Breaking down the year’s best local sets, part one

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Veteran indie rock trio Yo La Tengo (including guitarist Ira Kaplan pictured) played two radically different sets in its appearance at the Jefferson in January. Image: Tom Daley Veteran indie rock trio Yo La Tengo (including guitarist Ira Kaplan pictured) played two radically different sets in its appearance at the Jefferson in January. Image: Tom Daley

The year got off to an exciting start with an appearance by indie rock royalty Yo La Tengo at the Jefferson on January 24. The band served as its own opening act, playing a dozen acoustic songs, before taking a short break and returning with a full set of louder rock material. During the show, Yo La Tengo inter-

spersed songs from the brand-new Fade album with classics and obscurities from throughout its 30-year career. The highlight was an epic, fuzzed-out medley of “Nothing to Hide,” “Sugarcube,” and the cover of “Little Honda,” which brought the set to a close before an encore of garage covers by The Faces, The Fugs, and The Troggs.

Another low-key rock legend made an appearance in town weeks later, when Ian MacKaye of Minor Threat and Fugazi appeared with his new group, The Evens. By D.C. punk standards, the set was extremely relaxed, while still entertaining and excellent. MacKaye’s music has aged as well as his ethos, and Random Row Bookstore was a perfect setting for the February 2 show. Charlottesville lost not only a good bookstore, but also a good music venue and a resource for the art community, when Random Row closed its doors in June.

Mountains returned to Charlottesville on February 18, playing a loud set of ambient drone music that pushed the boundaries of the tiny PA at the Tea Bazaar. Though its songs are formidably dense, they also contain great subtlety and gently overlapping textures. With a minimal stage presence, its music is as wonderful live as it is on recordings.

On March 4, Sonic Youth’s Thurston Moore came through town with his new quartet, Chelsea Light Moving. Though the crowd at the Southern was unaccountably thin, the group put on a great set, interspersing songs from its debut full-length with cuts from Moore’s solo records. Moore, at 55, is seemingly the oldest teenager in the world, juxtaposing self-consciously dumb classic rock energy with legitimately compelling avant-garde noise-rock riffs, and he’s worth seeing live under any circumstances. I caught half of the duo again much later in the year, collaborating with Merzbow during a surprise festival appearance, and it was equally as excellent.

Daniel Bachman, the guitarist ingénue from Fredericksburg, may have relocated to Chapel Hill, but he still managed to appear in Charlottesville in April and in November at the Tea Bazaar. Bachman is an ambitious and fleet-fingered instrumentalist, following in the footsteps of John Fahey and Jack Rose, and his work seems to improve measurably with each appearance, and we can rest assured his constant touring schedule will bring him back to town soon enough.

Brooklyn band The Men have had big success after cranking out a solid series of albums over the past few years, regularly playing 100-plus capacity venues, but the group made an exception for the Tea Bazaar on May 27. Though its albums are increasingly inflected with Neil Young-derived alt-country, its live set remains a pummeling powerhouse of post-punk, and its frenetic enthusiasm hit the audience like a physical wave.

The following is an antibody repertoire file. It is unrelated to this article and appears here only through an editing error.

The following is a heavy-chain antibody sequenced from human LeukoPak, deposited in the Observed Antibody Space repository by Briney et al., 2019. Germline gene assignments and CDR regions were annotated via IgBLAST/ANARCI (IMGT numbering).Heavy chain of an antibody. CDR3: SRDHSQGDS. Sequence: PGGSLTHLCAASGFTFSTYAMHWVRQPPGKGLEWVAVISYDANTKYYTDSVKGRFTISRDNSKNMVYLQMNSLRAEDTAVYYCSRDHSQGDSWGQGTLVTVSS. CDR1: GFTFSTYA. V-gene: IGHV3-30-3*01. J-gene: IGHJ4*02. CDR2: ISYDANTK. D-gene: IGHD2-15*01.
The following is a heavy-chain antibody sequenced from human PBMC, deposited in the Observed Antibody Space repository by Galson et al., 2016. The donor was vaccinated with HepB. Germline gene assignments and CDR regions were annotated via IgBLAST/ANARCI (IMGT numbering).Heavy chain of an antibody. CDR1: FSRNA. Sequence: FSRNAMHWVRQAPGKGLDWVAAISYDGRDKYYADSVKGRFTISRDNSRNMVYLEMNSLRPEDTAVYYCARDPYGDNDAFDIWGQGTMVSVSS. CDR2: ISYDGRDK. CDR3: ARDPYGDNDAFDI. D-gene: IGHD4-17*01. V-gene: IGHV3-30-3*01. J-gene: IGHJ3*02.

The opener for The Men was local group Nurse Beach, an artsy noise punk trio split between Richmond and Charlottesville, that doesn’t practice or perform regularly, so it’s worth making an effort to catch a performance. The band also appeared at the Tea Bazaar in August, paired with like-minded local noisemakers Great Dads, which was consistently great, and consistently surprising, in 2013.

Originally a duo of Invisible Hand guitarist Adam Smith and virtuoso drummer Steve Snider, the Dads’ lineup distorted and expanded in weird ways with each appearance, sometimes including as many as eight members. The Dads’ framework is a loose half-hour set of experimental art rock songs that take a different direction with each show—sometimes stripping down to raw, energetic punk songs, sometimes favoring a loose psychedelic assault—and on one occasion devoting the majority of its set to a cover of the Soft Machine’s maddeningly repetitive anthem, “We Did it Again.” Whether at the Tea Bazaar or in living rooms, Great Dads’ shows are always challenging and rewarding.

The Dads appeared at the McGuffey Art Center on April 12 with Chicago-based ambient noise guitarist David Daniell and Blacksburg’s old-time group, The Black Twig Pickers as part of the Tom Tom Founders Festival. The event was something of a send-off for reliable local concert booker Matt Northrup, who moved away that weekend (and also performed with Great Dads that night).

The Black Twigs have been around for almost a decade, often sharing members with experimental groups like Pelt and Spiral Joy Band. Washboard and Banjo player Nathan Bowles struck out on a solo career this year, earning him critical acclaim and respect in the world of open-minded independent music. He appeared in Charlottesville several times this year, and is a keen musician, and a kind soul who is always a pleasure to see.

Glenn Jones is another musician who blends musical styles; he returned to Charlottesville in July, sitting on the small Tea Bazaar stage, playing original guitar and banjo compositions, and telling stories to the small audience as he re-tuned. Jones shared stories about growing up in New Jersey, about life on the road, and about caring for his dying mother, and he remains a vital and engaging performer.

For part two of Feedback’s favorite music of 2013, see next week’s paper.

What was your favorite concert in 2013?

 

 

 

 

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